Last Updated on November 24, 2023 by Dr. Alisha Barnes

Why Does My Dog Whine at Night for No Reason?Picture this. You’re settling down for the evening, you’ve already gotten into bed or otherwise hunkered down for sleep, and your faithful dog is somewhere near you, also preparing to sleep. You turn out the lights.

You prepare to drift off… and you hear your dog whining, quietly under their breath. Sometimes, you may even hear your dog whimper at a louder capacity. Why is your dog making this sound? Why is my dog whining at night for no reason?

There could be several reasons

Your Dog is Still a Puppy

The most common reason that your dog may be whining at night for seemingly no reason is because your dog is still a puppy! Puppyhood (or the puppy maturation process) lasts between one and two years.

During this time, your puppy is maturing and growing not just physically, but emotionally, too. Puppies tend to be full of energy, easily distracted, and subject to separation anxiety from their litter, their mother, and their humans.

If you find that your puppy is whining at night for seemingly no reason, and this happens consistently each night, there’s a very good chance that your puppy is just feeling the spectrum of emotions associated with growth—new habit, new routine, new environment, and the most difficult of all—no attention!

Your Dog is in the Process of Being Trained

Another reason why your dog may be whining in the evenings or at night is because your dog is in the process of being trained. If you have transitioned your dog into a new space or environment (into or out of a crate, for example), your dog may be feeling disoriented or uncomfortable.

Each time your dog undergoes a training process, they’re “out of their element.” This is completely normal, and, in fact, one of the ways that you know your dog is beginning to recognize the differences between certain behaviors and boundaries.

If your dog has recently been trained not to get up on the bed or the couch, for example, this is another reason that they may whine in the evenings when they’re used to being in a different location (or closer to you). If your dog is in the process of being trained not to jump on people or furniture, investigate leftover plates or bags, or dig in the cushions, this could also contribute to whining at night, presuming that these are activities that your dog used to engage in.

Your Dog Has Separation Anxiety

Is your dog used to being with a specific person who’s not currently around? Or, is your dog used to being on or near your body, and is now being prevented from doing so?

Your dog may have separation anxiety. If this is the case, your dog might be exhibiting a very natural emotional response to being unable to be near you or another special person. If your dog whines at night because of separation anxiety, it is likely because they are craving the comfort that they associate with a specific person.

Your Dog’s Stomach Is Upset

Occasionally, your dog’s stomach may become upset, and they may experience gas or bloating. If you’ve recently changed your dog’s diet, or you witnessed your dog eat something unusual and they are whining at night in the same timeframe, there’s a possibility that they could be in discomfort due to digestive issues. If your dog is in visible discomfort due to digestive distress, it’s advisable that they be transported to receive medical care as soon as possible.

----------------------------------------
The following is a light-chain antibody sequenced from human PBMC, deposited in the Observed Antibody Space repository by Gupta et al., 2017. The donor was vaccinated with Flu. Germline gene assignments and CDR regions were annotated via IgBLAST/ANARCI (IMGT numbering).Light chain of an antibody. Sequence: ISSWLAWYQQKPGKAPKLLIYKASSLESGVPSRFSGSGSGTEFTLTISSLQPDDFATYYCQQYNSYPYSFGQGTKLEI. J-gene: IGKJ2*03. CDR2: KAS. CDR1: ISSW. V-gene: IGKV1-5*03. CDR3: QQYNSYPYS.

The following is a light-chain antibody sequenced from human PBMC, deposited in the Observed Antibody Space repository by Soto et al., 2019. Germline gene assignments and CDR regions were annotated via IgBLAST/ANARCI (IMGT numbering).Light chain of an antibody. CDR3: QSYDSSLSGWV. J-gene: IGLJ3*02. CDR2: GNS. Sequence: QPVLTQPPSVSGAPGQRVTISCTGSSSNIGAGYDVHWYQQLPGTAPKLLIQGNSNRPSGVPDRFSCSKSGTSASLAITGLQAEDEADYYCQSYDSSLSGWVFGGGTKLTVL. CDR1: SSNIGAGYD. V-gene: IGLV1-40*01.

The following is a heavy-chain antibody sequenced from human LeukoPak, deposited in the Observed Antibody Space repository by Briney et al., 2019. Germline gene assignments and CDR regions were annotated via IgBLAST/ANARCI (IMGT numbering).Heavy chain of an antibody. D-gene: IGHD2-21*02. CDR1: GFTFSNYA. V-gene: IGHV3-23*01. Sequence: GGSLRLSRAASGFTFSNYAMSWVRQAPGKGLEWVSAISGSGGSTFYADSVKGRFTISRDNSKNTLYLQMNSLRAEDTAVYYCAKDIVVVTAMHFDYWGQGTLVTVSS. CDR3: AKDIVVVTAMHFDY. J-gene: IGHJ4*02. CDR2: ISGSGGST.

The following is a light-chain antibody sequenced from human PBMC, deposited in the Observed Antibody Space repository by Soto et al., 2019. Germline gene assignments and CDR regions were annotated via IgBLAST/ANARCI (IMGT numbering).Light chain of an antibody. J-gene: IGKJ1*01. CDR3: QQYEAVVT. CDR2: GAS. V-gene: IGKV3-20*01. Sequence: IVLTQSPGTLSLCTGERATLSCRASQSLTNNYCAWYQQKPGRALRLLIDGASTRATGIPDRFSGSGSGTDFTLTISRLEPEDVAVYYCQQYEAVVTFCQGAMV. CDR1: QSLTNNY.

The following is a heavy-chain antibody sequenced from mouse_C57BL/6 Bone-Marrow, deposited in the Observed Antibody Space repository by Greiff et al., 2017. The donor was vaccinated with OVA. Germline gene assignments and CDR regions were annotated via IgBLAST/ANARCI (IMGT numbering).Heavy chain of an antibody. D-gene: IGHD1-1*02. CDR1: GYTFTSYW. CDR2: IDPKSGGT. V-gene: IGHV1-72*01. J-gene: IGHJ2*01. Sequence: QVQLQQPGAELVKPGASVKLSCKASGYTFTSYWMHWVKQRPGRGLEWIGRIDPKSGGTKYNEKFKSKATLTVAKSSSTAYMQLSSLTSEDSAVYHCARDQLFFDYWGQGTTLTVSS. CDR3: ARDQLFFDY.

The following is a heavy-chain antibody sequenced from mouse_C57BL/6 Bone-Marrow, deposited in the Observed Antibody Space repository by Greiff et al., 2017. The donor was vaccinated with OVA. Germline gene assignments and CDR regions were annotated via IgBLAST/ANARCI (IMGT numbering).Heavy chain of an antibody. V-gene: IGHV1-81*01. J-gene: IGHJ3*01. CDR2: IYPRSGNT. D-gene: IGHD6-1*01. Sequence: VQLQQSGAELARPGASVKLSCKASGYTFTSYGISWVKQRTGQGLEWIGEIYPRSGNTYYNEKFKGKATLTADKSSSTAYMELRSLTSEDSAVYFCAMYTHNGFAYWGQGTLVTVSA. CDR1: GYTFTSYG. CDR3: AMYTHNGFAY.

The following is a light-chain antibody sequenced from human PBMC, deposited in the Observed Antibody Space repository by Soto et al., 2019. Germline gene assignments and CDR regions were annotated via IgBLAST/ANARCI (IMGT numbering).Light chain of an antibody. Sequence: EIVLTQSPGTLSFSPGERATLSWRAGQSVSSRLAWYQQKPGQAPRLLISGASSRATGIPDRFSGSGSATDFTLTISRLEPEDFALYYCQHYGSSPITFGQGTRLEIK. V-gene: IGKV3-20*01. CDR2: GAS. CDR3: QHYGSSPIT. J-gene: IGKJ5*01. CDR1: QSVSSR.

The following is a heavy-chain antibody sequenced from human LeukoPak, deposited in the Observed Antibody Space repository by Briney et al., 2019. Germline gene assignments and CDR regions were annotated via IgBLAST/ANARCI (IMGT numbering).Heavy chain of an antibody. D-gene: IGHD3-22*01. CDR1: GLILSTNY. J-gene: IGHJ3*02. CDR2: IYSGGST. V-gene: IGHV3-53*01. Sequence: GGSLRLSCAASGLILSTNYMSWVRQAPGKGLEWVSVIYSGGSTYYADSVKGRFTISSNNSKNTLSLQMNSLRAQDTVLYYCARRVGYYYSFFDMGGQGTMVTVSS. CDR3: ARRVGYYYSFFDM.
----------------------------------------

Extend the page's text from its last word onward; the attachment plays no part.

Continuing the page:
Your Dog’s Schedule Is Not Aligned With Yours

Life changes quickly, and sometimes in big ways—if you’ve suddenly changed your job, moved, or are undergoing some other life and schedule change, then it’s possible that your dog’s schedule is no longer aligned with yours.

Are you no longer visiting the park or going on walks at the same time that you used to? Have you skipped some days visiting your pup’s favorite pal? Have you not been home recently, or been home more than usual? If you or your dog’s routine has changed recently, your dog could be stressed or disoriented as a result of this change.

Your Dog is Afraid

Another important thing to remember is that your dog may be afraid. Is there a thunderstorm currently happening? Is it the Fourth of July? Fireworks, loud noises and bright flashes of light, and other sensory factors can cause your dog to feel afraid.

If your dog feels afraid, they may whine—particularly if the event causing them fear is occurring at night, or they associate night with a specific experience. Monitor your dog’s behavior and you may be able to distinguish what is causing them to fear.

Your Dog is In Pain

Finally, your dog may whine at night because they are in pain. If your dog is whining under their breath, or whimpering and shrieking, they may be experiencing discomfort—particularly if their body language changes, or they whine or whimper to the touch.

If your dog’s pain reaction is severe, seek immediate medical treatment. If your dog appears to be in minimal discomfort, or you have been noticing a recurring pattern, try to notice what positions and movements are causing your dog to become uncomfortable.

Oftentimes, joint pain and muscle stiffness can lead to discomfort in dogs. This is where a dog chiropractor comes in! Dog chiropractors are experts of dog back, neck, and body pain, and can help alleviate the pain so that your dog can get back to living their best quality of life.

If you suspect that your furry friend is experiencing joint or muscle pain, or even a pinched nerve, book your appointment today.

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